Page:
The legal view: Brexit, tuition fees and equality legislation

Would EU students be re-categorised as overseas students if the UK leaves the EU? Elizabeth Jones takes a look

June 21, 2016
Tuition fees
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What tuition fees will the 125,000 non-UK European Union students studying in the UK pay in the event of a Brexit?

The short answer is we don't know. What we do know, however, is that equality legislation may prove a barrier to any institution wishing to diverge from whatever UK legislation is then in place that defines who may be treated as a home student for fee-charging purposes.

Universities are required by the Equality Act 2010 to treat students in a way that does not discriminate on the grounds of any "protected characteristic" such as race (which includes nationality), age, sex and disability. An exception to this rule is where the discrimination is mandated by other legislation.

It is this exception that currently enables universities to charge UK and other EU students home fees with a higher level of overseas fees being paid by those from outside the EU.

Secondary legislation made in each of England, Scotland, Wales and Northern Ireland provides for this lower level of fees to be paid by students from across the EU who come to study in the UK. Notably, the detail of the regulations governing who qualifies as a home student are complex and an EU applicant's entitlement to pay home fees rests on both nationality and residency requirements and also extends to most European Economic Area nationals.

If the UK votes to leave the EU on Thursday, the treatment of EU students at universities will no doubt be one of the many items to be addressed during the Brexit negotiations.

If these negotiations conclude with EU students being re-categorised as overseas students (and a similar re-categorisation presumably being made for UK students studying elsewhere in the EU), then the secondary legislation allowing this differential fee status will require amendment. Once the amendment is enacted, universities are unlikely to have any option but to charge those EU students the higher level of overseas fees.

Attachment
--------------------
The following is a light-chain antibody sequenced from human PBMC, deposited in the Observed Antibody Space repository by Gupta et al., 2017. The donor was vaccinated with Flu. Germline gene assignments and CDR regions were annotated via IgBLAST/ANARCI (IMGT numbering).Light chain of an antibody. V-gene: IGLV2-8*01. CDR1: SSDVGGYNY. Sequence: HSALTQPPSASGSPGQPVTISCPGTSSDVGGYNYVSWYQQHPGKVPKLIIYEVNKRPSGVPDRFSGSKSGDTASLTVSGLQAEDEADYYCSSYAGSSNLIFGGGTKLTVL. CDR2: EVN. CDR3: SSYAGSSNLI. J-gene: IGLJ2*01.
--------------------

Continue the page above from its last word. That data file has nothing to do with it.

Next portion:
Universities offering any special fee treatment for EU students that gives them preferential treatment in comparison to other overseas students could face claims of discrimination under the Equality Act, given that there will (presumably) no longer be an exception to the general principle of treating students equally in the terms of their admission and treatment.

Any such claims may be quite difficult to defend, since the discrimination – if deemed to be direct – could not be justified. It is also difficult to identify other exceptions under equality law that might facilitate differential fee-charging for a limited period, absent this being authorised by legislation.

While it must be hoped that transitional provisions would ensure that students currently studying in the UK would not face a significant fee increase while partway through a course, there is no certainty on this, and much will depend on the approach to the broader negotiations between the EU and the UK government.

For a student whose fee status changed midway through their course, the increase could more than triple their fees. The increase will be particularly significant for those undertaking laboratory-based courses or medical degrees, where overseas fees can be as high as £35,000.

The options for universities wishing to provide some meaningful information to prospective applicants from the EU are currently very limited. If the UK does vote for Brexit, then it may be some time before we know the impact on EU students studying in the UK, given that it is likely to be months before any Brexit negotiations get under way.

Elizabeth Jones is a senior associate at Farrer & Co law firm. 

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